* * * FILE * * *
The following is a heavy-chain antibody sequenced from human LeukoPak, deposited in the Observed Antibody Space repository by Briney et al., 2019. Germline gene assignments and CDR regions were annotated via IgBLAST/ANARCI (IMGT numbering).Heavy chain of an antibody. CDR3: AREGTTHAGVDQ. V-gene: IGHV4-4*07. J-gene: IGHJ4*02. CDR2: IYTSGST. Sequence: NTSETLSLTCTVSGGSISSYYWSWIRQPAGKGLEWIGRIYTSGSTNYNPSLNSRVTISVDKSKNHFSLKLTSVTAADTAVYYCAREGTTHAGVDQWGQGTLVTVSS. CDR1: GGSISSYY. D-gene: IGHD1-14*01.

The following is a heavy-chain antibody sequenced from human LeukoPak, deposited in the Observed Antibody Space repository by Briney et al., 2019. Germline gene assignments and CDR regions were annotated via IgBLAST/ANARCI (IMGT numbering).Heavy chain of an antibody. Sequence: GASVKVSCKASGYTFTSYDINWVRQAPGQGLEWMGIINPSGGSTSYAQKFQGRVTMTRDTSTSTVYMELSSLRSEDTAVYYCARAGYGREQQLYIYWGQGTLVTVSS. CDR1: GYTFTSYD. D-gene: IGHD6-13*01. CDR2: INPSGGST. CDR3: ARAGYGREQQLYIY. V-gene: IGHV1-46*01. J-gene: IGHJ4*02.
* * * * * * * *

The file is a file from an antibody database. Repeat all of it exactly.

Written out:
The following is a heavy-chain antibody sequenced from human LeukoPak, deposited in the Observed Antibody Space repository by Briney et al., 2019. Germline gene assignments and CDR regions were annotated via IgBLAST/ANARCI (IMGT numbering).Heavy chain of an antibody. CDR3: AREGTTHAGVDQ. V-gene: IGHV4-4*07. J-gene: IGHJ4*02. CDR2: IYTSGST. Sequence: NTSETLSLTCTVSGGSISSYYWSWIRQPAGKGLEWIGRIYTSGSTNYNPSLNSRVTISVDKSKNHFSLKLTSVTAADTAVYYCAREGTTHAGVDQWGQGTLVTVSS. CDR1: GGSISSYY. D-gene: IGHD1-14*01.

The following is a heavy-chain antibody sequenced from human LeukoPak, deposited in the Observed Antibody Space repository by Briney et al., 2019. Germline gene assignments and CDR regions were annotated via IgBLAST/ANARCI (IMGT numbering).Heavy chain of an antibody. Sequence: GASVKVSCKASGYTFTSYDINWVRQAPGQGLEWMGIINPSGGSTSYAQKFQGRVTMTRDTSTSTVYMELSSLRSEDTAVYYCARAGYGREQQLYIYWGQGTLVTVSS. CDR1: GYTFTSYD. D-gene: IGHD6-13*01. CDR2: INPSGGST. CDR3: ARAGYGREQQLYIY. V-gene: IGHV1-46*01. J-gene: IGHJ4*02.